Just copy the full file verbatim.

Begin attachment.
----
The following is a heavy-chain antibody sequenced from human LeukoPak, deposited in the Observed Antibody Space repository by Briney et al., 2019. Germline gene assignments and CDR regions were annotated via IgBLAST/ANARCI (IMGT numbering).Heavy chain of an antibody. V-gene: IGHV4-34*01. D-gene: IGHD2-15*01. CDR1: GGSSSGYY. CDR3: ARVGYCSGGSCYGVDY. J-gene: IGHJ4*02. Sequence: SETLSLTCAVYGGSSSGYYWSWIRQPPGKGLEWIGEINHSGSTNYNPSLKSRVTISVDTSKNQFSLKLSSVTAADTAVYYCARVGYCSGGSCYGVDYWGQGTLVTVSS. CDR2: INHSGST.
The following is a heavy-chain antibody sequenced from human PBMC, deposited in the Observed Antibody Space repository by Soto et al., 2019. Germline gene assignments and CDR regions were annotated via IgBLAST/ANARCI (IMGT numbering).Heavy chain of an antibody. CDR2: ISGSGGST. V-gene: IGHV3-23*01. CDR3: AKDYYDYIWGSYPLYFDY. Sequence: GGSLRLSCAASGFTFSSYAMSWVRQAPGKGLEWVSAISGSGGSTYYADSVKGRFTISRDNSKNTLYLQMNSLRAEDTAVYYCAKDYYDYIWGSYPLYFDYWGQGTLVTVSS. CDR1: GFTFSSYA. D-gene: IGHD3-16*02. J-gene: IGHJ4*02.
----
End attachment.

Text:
The following is a heavy-chain antibody sequenced from human LeukoPak, deposited in the Observed Antibody Space repository by Briney et al., 2019. Germline gene assignments and CDR regions were annotated via IgBLAST/ANARCI (IMGT numbering).Heavy chain of an antibody. V-gene: IGHV4-34*01. D-gene: IGHD2-15*01. CDR1: GGSSSGYY. CDR3: ARVGYCSGGSCYGVDY. J-gene: IGHJ4*02. Sequence: SETLSLTCAVYGGSSSGYYWSWIRQPPGKGLEWIGEINHSGSTNYNPSLKSRVTISVDTSKNQFSLKLSSVTAADTAVYYCARVGYCSGGSCYGVDYWGQGTLVTVSS. CDR2: INHSGST.
The following is a heavy-chain antibody sequenced from human PBMC, deposited in the Observed Antibody Space repository by Soto et al., 2019. Germline gene assignments and CDR regions were annotated via IgBLAST/ANARCI (IMGT numbering).Heavy chain of an antibody. CDR2: ISGSGGST. V-gene: IGHV3-23*01. CDR3: AKDYYDYIWGSYPLYFDY. Sequence: GGSLRLSCAASGFTFSSYAMSWVRQAPGKGLEWVSAISGSGGSTYYADSVKGRFTISRDNSKNTLYLQMNSLRAEDTAVYYCAKDYYDYIWGSYPLYFDYWGQGTLVTVSS. CDR1: GFTFSSYA. D-gene: IGHD3-16*02. J-gene: IGHJ4*02.